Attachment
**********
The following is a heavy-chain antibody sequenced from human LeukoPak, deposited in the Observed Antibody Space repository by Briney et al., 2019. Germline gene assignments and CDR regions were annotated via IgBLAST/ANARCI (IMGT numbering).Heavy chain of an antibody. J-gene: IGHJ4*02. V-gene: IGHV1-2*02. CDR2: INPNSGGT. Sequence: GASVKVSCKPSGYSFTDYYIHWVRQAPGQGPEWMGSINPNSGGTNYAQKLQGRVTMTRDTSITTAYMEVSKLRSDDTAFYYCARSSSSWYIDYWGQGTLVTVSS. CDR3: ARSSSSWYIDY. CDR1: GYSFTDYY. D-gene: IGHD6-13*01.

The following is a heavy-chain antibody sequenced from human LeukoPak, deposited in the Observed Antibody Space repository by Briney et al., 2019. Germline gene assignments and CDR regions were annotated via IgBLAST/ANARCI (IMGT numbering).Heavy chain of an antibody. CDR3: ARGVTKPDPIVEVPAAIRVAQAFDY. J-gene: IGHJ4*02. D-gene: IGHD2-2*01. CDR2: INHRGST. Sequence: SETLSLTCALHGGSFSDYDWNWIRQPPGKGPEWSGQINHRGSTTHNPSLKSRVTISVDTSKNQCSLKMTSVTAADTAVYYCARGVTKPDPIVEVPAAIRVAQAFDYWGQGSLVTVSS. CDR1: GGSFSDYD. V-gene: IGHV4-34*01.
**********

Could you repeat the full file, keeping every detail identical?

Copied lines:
The following is a heavy-chain antibody sequenced from human LeukoPak, deposited in the Observed Antibody Space repository by Briney et al., 2019. Germline gene assignments and CDR regions were annotated via IgBLAST/ANARCI (IMGT numbering).Heavy chain of an antibody. J-gene: IGHJ4*02. V-gene: IGHV1-2*02. CDR2: INPNSGGT. Sequence: GASVKVSCKPSGYSFTDYYIHWVRQAPGQGPEWMGSINPNSGGTNYAQKLQGRVTMTRDTSITTAYMEVSKLRSDDTAFYYCARSSSSWYIDYWGQGTLVTVSS. CDR3: ARSSSSWYIDY. CDR1: GYSFTDYY. D-gene: IGHD6-13*01.

The following is a heavy-chain antibody sequenced from human LeukoPak, deposited in the Observed Antibody Space repository by Briney et al., 2019. Germline gene assignments and CDR regions were annotated via IgBLAST/ANARCI (IMGT numbering).Heavy chain of an antibody. CDR3: ARGVTKPDPIVEVPAAIRVAQAFDY. J-gene: IGHJ4*02. D-gene: IGHD2-2*01. CDR2: INHRGST. Sequence: SETLSLTCALHGGSFSDYDWNWIRQPPGKGPEWSGQINHRGSTTHNPSLKSRVTISVDTSKNQCSLKMTSVTAADTAVYYCARGVTKPDPIVEVPAAIRVAQAFDYWGQGSLVTVSS. CDR1: GGSFSDYD. V-gene: IGHV4-34*01.